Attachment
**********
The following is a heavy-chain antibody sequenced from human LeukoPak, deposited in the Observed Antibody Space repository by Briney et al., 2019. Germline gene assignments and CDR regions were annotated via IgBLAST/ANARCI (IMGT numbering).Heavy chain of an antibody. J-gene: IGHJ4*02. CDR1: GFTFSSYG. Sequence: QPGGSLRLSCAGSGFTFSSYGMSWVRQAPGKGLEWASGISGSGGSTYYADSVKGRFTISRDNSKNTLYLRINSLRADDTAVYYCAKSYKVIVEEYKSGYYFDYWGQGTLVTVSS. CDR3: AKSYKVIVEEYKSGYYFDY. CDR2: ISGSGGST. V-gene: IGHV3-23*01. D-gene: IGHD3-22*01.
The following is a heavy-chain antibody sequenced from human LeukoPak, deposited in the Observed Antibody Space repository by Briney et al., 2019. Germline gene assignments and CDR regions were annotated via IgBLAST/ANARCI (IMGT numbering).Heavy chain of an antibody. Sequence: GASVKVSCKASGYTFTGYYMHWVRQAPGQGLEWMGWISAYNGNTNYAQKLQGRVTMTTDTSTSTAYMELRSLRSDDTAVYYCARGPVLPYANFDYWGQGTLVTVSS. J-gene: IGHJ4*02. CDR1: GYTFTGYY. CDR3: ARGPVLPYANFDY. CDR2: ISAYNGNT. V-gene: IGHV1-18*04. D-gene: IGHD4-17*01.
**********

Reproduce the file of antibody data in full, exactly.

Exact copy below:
The following is a heavy-chain antibody sequenced from human LeukoPak, deposited in the Observed Antibody Space repository by Briney et al., 2019. Germline gene assignments and CDR regions were annotated via IgBLAST/ANARCI (IMGT numbering).Heavy chain of an antibody. J-gene: IGHJ4*02. CDR1: GFTFSSYG. Sequence: QPGGSLRLSCAGSGFTFSSYGMSWVRQAPGKGLEWASGISGSGGSTYYADSVKGRFTISRDNSKNTLYLRINSLRADDTAVYYCAKSYKVIVEEYKSGYYFDYWGQGTLVTVSS. CDR3: AKSYKVIVEEYKSGYYFDY. CDR2: ISGSGGST. V-gene: IGHV3-23*01. D-gene: IGHD3-22*01.
The following is a heavy-chain antibody sequenced from human LeukoPak, deposited in the Observed Antibody Space repository by Briney et al., 2019. Germline gene assignments and CDR regions were annotated via IgBLAST/ANARCI (IMGT numbering).Heavy chain of an antibody. Sequence: GASVKVSCKASGYTFTGYYMHWVRQAPGQGLEWMGWISAYNGNTNYAQKLQGRVTMTTDTSTSTAYMELRSLRSDDTAVYYCARGPVLPYANFDYWGQGTLVTVSS. J-gene: IGHJ4*02. CDR1: GYTFTGYY. CDR3: ARGPVLPYANFDY. CDR2: ISAYNGNT. V-gene: IGHV1-18*04. D-gene: IGHD4-17*01.